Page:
Business, labor leaders urge visa system for low-skilled
WASHINGTON — In an effort to avert the bitter and public feuding between business and labor organizations that helped kill a broad immigration overhaul in 2007, representatives of the two groups released a statement on Thursday outlining shared goals designed to show that, at least for now, they could reach a basic level of compromise.
In the statement, signed by Thomas J. Donohue, the president of the U.S. Chamber of Commerce, and Richard L. Trumka, the president of the AFL-CIO, the groups called for a visa system that would allow businesses to meet their demand for lower-skilled workers, while offering some protections for U.S. workers.
“The United States will always be a nation of immigrants who have contributed greatly to the vitality, diversity and creativity of American life,” the statement said. “Yet, like the rest of America’s immigration system, the mechanisms for evaluating our labor market needs and admitting foreign workers — as well as recruiting U.S. workers — for temporary and permanent jobs are broken or nonexistent.”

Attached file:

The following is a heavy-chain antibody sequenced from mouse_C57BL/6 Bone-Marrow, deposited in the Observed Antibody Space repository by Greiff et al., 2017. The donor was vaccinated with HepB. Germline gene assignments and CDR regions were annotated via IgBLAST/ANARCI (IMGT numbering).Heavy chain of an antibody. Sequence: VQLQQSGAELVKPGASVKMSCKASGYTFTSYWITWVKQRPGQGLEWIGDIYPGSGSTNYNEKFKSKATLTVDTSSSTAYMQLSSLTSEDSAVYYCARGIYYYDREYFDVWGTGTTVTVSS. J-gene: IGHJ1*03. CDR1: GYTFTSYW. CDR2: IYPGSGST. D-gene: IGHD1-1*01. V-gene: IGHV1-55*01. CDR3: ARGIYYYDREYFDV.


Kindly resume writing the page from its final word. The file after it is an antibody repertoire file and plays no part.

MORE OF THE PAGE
The statement presented three general goals for addressing the issue of immigration by lower-skilled workers: the assurance that U.S. workers should have “a first crack at available jobs”; a new visa program for lower-skilled workers that will adjust to reflect the changing needs to businesses as the economy shrinks and expands; and greater transparency, rooted in demographic and labor market data, in determining the market need for temporary workers.
Traditionally, labor unions have rejected the idea of a guest worker program for lower-skilled workers, which they fear could take jobs away from U.S. workers and depress wages. Business leaders have lobbied for a guest worker program, arguing that they need low-skilled labor for jobs — in agriculture, for instance — that U.S. workers cannot or will not do.